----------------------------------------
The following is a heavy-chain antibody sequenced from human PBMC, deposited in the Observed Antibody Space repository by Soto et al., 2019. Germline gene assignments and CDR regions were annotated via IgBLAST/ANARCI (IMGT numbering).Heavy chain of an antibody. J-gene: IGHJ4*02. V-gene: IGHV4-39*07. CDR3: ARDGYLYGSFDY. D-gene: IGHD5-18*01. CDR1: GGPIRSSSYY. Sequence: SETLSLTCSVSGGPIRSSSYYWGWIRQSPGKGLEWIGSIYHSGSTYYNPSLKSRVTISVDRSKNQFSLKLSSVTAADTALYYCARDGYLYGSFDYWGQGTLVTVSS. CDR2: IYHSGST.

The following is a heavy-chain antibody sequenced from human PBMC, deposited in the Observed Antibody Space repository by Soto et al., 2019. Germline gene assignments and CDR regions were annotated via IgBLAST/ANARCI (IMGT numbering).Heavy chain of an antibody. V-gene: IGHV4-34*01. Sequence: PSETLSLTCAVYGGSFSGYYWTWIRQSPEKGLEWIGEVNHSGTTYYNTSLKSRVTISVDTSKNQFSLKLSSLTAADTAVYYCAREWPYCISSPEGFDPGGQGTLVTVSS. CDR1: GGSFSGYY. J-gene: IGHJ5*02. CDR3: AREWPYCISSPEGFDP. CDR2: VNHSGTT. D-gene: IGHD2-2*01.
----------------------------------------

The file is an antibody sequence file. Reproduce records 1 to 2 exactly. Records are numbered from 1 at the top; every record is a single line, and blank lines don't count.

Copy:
The following is a heavy-chain antibody sequenced from human PBMC, deposited in the Observed Antibody Space repository by Soto et al., 2019. Germline gene assignments and CDR regions were annotated via IgBLAST/ANARCI (IMGT numbering).Heavy chain of an antibody. J-gene: IGHJ4*02. V-gene: IGHV4-39*07. CDR3: ARDGYLYGSFDY. D-gene: IGHD5-18*01. CDR1: GGPIRSSSYY. Sequence: SETLSLTCSVSGGPIRSSSYYWGWIRQSPGKGLEWIGSIYHSGSTYYNPSLKSRVTISVDRSKNQFSLKLSSVTAADTALYYCARDGYLYGSFDYWGQGTLVTVSS. CDR2: IYHSGST.

The following is a heavy-chain antibody sequenced from human PBMC, deposited in the Observed Antibody Space repository by Soto et al., 2019. Germline gene assignments and CDR regions were annotated via IgBLAST/ANARCI (IMGT numbering).Heavy chain of an antibody. V-gene: IGHV4-34*01. Sequence: PSETLSLTCAVYGGSFSGYYWTWIRQSPEKGLEWIGEVNHSGTTYYNTSLKSRVTISVDTSKNQFSLKLSSLTAADTAVYYCAREWPYCISSPEGFDPGGQGTLVTVSS. CDR1: GGSFSGYY. J-gene: IGHJ5*02. CDR3: AREWPYCISSPEGFDP. CDR2: VNHSGTT. D-gene: IGHD2-2*01.